On February 25, 1908, a nine-car inaugural train and a telegraphed message from Theodore Roosevelt marked the formal opening of the Hudson and Manhattan Railroad. The journey, which lasted ten-and-a-half minutes and extended 6.2 miles, began at Nineteenth Street and Sixth Avenue in Manhattan and terminated in Hoboken where a crowd of ten thousand people gathered to greet the first train. In the first 24 hours of operation over 50,000 people rode the line. The New York Times cited the event as "one of the greatest engineering feats ever accomplished, greater perhaps than the Panama Canal will be when opened, considering the obstacles which had to be overcome".

William McAdoo later became a significant political figure serving as President Wilson's Secretary of the Treasury where he was instrumental in the establishment of the Federal Reserve System. McAdoo was named Director General of American Railroads when they were placed under government control during World War I. He had two unsuccessful bids for the Democratic nomination for the United States (U.S.) Presidency in 1920 and 1924. Undaunted at age 70, he served as U.S. Senator representing the State of California from 1933-1939.

In 1909, another agreement was made between the Public Service Corporation and the H&M Railroad Company. This agreement provided for the construction of the new Public Service Hoboken Trolley Terminal, modified stairway locations and escalators. The trolley tracks alongside the H&M Repair Shops were to be elevated and terminate in a large two-story Terminal which was completed in 1910.
The H&M Railroad was a huge success and by 1910, four new stations and several miles of new track and new tunnels had been added to the system. The H&M decided to construct a new, larger yard and shops in a less constricted site than the original Hoboken Shops. A site in Jersey City at Henderson and Steuben Streets was chosen and on November 10, 1910, the Henderson Street Yard and Shops were formally opened. The facility, which contained a large storage yard and maintenance shops that accommodated 119 cars, was a state-of-the-art rail shop facility with an inspection shed, paint shop and repair and machine shops. In the Electric Railway Journal of 1911, the Chief Engineer of the H&M wrote "how absolutely essential it is in the operation of any such tunnel railroad as this to have the inspection and maintenance of cars executed in the open where there is plenty of natural light".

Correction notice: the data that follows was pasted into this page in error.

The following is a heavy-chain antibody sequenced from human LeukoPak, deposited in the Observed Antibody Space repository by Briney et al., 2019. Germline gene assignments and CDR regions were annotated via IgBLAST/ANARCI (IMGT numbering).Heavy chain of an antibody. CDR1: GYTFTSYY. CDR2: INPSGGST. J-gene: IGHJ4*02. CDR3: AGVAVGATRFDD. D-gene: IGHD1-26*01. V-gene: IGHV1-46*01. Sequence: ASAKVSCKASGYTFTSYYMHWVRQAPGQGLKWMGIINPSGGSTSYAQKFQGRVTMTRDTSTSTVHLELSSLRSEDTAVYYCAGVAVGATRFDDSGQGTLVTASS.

HUDSON & MANHATTAN RAILROAD REPAIR SHOPS (Hoboken Shops of the Port Authority Trans-Hudson (PATH) Track & Structures Division)
HAER No. NJ-108 (Page 8)

The H&M Railroad was extended to 33rd Street in Manhattan, to Jersey City and Newark and by 1913 about 7.25 route miles in New York, eleven miles in New Jersey and 190 rail cars were included in the system.

Although most of the rail vehicle repair and maintenance functions had been transferred to the Henderson Street Shops, the H&M Repair Shops at Hoboken continued to be used by the H&M for shop purposes and light storage. Eventually, portions of the building were leased to several different manufacturing concerns. From 1945-1949, the third floor was leased to the Vanda Tool & Instrument Company as a machine and assembly shop. At that time, the southeast window on the south facade was converted into a doorway that, as indicated by historic photographs, was linked by a pedestrian bridge to the walkway to the Public Service Trolley Terminal.

In 1949, the Public Service Trolley Terminal was demolished and replaced with a bus shelter. In 1954, the H&M entered into receivership. To assume responsibility for the operation of the H&M Railroad, the Port Authority Trans-Hudson Corporation (PATH) was formed in 1962 as a subsidiary of the Port Authority of New York and New Jersey.

From 1960-61, the third floor was leased to the Lifetime Eastern Company and from 1964-1966, the third floor was used for storage of shoes or shoe manufacture. The plans attached to the lease noted that the elevator lift was in operation and that several improvements were made to the building and the elevator at this time. In 1967, abandonment of ferry service from both the Erie- Lackawanna (former Delaware, Lackawanna & Western) and the CNJ (Central Railroad of New Jersey) Jersey City Railroad and Ferry Terminals greatly increased the importance of the H&M as a principal trans-Hudson passenger link to Manhattan. The original car elevator remained in use by PATH until 1985 when the limit switch malfunctioned, the cables broke and the counterweights sank to the bottom of the shaft.
Currently, the PATH system operates service over fourteen miles of track through four trans- Hudson tunnels to two Manhattan destinations, Thirty-third Street and the World Trade Center. An estimate of fifty-five million passengers use the PATH system annually. The Hudson & Manhattan Railroad Repair Shops are currently used by PATH as a shop facility and for offices and locker rooms for PATH employees. The original elevator has been replaced with a hoist used by PATH to transport materials into the PATH tunnel. The H&M Repair Shops building is currently owned by New Jersey Transit (NJ TRANSIT), a state-wide mass transportation operating system that inherited the facilities of the Public Service Railway Company, the original owners of the building.